There’s a quiet serenity, gentle integrity informing the entirety of this autobiographical movie; real people recording a traumatic, life-altering episode in their lives; Brady “Blackburn”(Jandreau) a Lakota Sioux cowboy, plays himself; he has sustained a severe head injury in a rodeo ring, his performance is staggering in its sincerity, not an ounce of self-aggrandizement, or pity touches his young spirit; his father and sister (Tim and Lily Jandreau) comport themselves in equally fine and genuine characterizations.
Writer/director Chloe Zhao’s brilliance lies in her understanding of the devastation suffered by a man whose life is defined by horses; they are his education, his love, that is all he knows and wants to know; facing a future, without the frenetic high of the untamed, bucking broncos is nakedly bleak, vacuous, terrifying. Set in the magnificent, unforgiving Badlands of South Dakota, a landscape that hones man’s strengths, intolerant of his weaknesses; Brady is the keenest it has to offer; his heart-wrenching innate kindness shown to his sister and invalid friend, is achingly, exquisitely real.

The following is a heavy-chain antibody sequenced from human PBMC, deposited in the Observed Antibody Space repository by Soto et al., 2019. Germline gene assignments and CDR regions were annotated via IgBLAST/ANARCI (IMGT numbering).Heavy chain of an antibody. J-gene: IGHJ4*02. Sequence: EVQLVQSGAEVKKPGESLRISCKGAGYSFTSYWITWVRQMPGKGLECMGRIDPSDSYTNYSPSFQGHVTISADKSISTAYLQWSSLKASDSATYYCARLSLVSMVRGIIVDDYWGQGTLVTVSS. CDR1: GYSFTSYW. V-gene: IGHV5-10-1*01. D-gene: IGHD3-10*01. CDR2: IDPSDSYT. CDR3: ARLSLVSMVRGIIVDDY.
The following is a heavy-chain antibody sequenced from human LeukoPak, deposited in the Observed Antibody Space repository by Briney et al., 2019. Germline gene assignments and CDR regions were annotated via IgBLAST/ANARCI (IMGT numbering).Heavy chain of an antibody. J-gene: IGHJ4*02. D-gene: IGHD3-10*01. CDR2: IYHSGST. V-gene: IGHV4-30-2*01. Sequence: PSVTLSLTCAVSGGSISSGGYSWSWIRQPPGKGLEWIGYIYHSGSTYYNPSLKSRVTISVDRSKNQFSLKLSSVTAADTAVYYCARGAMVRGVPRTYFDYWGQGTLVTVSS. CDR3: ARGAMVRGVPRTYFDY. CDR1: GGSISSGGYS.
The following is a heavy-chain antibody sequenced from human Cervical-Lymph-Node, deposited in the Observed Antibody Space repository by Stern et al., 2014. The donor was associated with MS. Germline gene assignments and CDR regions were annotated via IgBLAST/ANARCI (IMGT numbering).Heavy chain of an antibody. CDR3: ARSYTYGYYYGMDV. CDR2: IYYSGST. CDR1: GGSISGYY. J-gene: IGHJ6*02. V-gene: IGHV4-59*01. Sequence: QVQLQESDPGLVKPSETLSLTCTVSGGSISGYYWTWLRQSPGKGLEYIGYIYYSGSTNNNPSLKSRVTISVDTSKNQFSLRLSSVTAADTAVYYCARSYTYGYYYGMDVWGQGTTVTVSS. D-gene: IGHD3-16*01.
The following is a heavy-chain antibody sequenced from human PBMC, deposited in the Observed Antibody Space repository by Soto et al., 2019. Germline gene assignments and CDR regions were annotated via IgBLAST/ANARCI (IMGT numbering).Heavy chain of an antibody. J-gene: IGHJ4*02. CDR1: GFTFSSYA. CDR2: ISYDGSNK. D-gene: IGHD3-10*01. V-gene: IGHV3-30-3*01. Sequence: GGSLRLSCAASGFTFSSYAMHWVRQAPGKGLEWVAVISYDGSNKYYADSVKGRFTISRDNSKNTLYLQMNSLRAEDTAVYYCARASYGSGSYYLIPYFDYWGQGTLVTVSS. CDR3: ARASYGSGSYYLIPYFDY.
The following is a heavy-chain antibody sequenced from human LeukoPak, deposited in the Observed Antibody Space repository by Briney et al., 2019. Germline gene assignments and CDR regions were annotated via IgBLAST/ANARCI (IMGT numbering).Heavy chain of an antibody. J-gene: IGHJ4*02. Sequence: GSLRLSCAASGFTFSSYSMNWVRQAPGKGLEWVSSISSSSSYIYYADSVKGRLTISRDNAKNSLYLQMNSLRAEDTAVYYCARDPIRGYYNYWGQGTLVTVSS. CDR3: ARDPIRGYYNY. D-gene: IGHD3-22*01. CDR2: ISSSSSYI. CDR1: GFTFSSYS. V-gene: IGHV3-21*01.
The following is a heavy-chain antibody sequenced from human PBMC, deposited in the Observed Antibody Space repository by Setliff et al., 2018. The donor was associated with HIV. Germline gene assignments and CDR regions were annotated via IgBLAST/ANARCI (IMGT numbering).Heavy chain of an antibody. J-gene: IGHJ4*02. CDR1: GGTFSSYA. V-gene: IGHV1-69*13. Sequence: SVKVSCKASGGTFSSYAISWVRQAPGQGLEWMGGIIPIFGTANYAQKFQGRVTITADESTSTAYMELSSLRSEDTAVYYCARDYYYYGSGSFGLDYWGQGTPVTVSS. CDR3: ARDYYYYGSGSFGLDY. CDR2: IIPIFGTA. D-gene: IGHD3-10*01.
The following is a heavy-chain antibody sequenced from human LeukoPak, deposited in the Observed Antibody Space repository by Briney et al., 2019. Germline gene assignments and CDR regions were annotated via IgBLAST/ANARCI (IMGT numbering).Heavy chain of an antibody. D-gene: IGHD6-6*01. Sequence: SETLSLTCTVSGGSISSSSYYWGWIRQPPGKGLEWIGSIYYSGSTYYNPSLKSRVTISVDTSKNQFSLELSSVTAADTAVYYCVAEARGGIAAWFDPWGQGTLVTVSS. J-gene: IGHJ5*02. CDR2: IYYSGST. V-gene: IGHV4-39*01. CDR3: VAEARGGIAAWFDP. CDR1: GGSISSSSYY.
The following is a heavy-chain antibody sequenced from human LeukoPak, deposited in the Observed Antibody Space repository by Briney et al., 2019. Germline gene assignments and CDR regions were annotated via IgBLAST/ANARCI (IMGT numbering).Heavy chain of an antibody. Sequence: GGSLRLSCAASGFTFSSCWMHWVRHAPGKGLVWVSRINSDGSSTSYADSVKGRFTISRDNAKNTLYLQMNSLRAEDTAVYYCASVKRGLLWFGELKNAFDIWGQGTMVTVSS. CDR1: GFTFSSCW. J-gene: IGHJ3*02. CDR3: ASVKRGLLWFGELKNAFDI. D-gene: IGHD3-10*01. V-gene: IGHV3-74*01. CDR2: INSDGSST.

But it is Brady’s relationship with horses, especially “Apollo” that takes one’s breath away; more than a “horse whisperer”, he excavates, delves into the horse’s mentality; their eyes and touch find common ground, mutual respect, profound trustworthiness; these scenes prove Zhao’s skill in filmmaking and Brady’s stratospheric naturalness as an actor.
It is rare when one exits a film, realizing that one is better for having seen it.